Have you ever needed trimming or booting advice? Perhaps you want to document a particular horse's transition or present a case study? If so knowing how to take good hoof photos is essential. The "true picture" is easily skewed if care is not taken. I review quite a few hoof and booted hoof photos throughout my work week and they can be generally summed up as, The good, The bad and The ugly!
Whether you are a natural hoof care practitioner or a barefoot horse owner or owner/trimmer, a digital camera is an important tool. Hooves are constantly changing and photo documentation can prove to be quite useful. Not only are photos a great tool when seeking advice but they are an excellent way to reflect on your work and progress. They can reveal subtleties that may have been overlooked, serve as a reminder of how far a horse has truly progressed as well as help refocus overall perspective.
Hoof form, hoof boot selection and hoof boot fit go hand in hand. If you request booting assistance from EasyCare, an EasyCare associate may ask for photos of your horse's hooves with the boots on and off. The following has been provided by the Pacific Hoof Care practitioners organization and is the perfect way to allow us to best assist you. We may need additional information and not all views shown below, but if you follow these pictorial examples as requested chances are we can access your situation and make accurate recommendations quickly and easily.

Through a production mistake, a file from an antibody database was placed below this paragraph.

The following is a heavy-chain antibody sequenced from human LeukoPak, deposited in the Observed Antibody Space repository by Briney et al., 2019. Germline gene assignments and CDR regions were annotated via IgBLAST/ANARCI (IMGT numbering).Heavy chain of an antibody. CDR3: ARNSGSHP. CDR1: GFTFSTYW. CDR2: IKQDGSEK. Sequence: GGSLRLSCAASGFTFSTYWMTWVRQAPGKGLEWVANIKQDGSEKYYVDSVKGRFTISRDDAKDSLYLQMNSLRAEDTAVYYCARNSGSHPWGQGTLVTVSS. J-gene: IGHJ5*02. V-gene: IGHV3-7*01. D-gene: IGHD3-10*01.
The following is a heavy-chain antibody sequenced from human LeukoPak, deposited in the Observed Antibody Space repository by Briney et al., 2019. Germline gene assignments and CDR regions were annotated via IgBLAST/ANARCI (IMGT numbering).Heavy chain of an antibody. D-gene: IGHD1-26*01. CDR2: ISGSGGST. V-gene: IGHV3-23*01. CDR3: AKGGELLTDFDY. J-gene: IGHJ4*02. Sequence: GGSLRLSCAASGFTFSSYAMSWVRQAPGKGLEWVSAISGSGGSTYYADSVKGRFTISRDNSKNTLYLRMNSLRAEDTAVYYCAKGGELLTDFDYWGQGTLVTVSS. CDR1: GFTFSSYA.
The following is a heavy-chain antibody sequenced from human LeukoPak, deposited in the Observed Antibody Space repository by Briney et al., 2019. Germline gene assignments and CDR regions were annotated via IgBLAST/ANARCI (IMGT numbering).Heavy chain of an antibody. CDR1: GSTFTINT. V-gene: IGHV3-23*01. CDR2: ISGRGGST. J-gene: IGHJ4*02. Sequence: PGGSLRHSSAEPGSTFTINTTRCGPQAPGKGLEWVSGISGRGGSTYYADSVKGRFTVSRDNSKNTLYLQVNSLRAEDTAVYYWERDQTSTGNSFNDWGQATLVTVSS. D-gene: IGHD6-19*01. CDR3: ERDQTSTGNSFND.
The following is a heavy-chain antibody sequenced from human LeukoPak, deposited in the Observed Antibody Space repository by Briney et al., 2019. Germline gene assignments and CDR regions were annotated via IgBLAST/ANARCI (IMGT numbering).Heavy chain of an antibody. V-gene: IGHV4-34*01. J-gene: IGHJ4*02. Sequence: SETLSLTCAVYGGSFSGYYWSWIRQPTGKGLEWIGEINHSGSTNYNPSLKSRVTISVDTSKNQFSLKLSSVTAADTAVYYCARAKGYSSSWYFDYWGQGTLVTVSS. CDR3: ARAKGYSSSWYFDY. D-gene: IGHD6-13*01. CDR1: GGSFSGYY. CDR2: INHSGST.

Below is an excerpt from the PHCP's training program with details on taking the perfect hoof photos.
To get started you will need:
- A digital point and shoot camera with an LCD screen and memory card
- Best settings will be Auto or Portrait mode
- No flash – it washes out the subject
- If you choose to use Macro setting (denoted with a small flower), know that you will need to be within inches of your subject and there is a very small/shallow depth of field, therefore you may end up with blurry pictures.
- A clean and level surface that is free from clutter (your tools, hoofjack, shavings/straw, etc)
- Rubber mats
- Barn aisle
- Natural Light with no shadows
- Best in an even shaded area
- Avoid bright sun, deep shade or partial sun shade (mottled).
- If you do end up with poor light and have to use a flash, position yourself further away from the hoof and use the zoom lens with flash to minimize flash was.
- A clean hoof
- Use a stiff brush to clean ALL mud, dirt, debris from the wall, sole, frog, collateral grooves and heels. Once all the prep work is done, it’s time to take the pictures. Stand the horse on the level ground with “a leg at each corner”. Horse should be loading each hoof equally. Watch out for the stretched out stance and also resting/cocked hind hooves.
Take your pictures in sequential order: Full left side, left front lateral, left front dorsal, left front heels, left front solar, left front oblique and then on the left hind. Do the same series on the right side. This will help later on, when you are labeling your pictures, to know which hoof you are looking at. If you always shoot in the same order, it will be easier.
To take the pictures, position yourself perpendicular to the horse or hoof. For body shots position yourself at the withers/barrel. Stay on the same elevation as the horse; not a point of view above or below. For hoof shots, get your camera down on the ground and perpendicular to the hoof. Heel and solar shots need to be from directly over and square to the heels or sole.
Photos provided by the Pacific Hoof Care Practitioners. www.pacifichoofcare.org
We've all heard it said that a picture is worth a thousand words. What are your hoof photos saying?
Vet Dealer & Hoof Care Practitioner Accounts
I manage the hoof care practitioner and veterinarian dealer accounts at EasyCare. An integral part of my job is to stay current in all areas of barefoot hoof care, which enables me to serve this vital group of EasyCare dealers at the next level.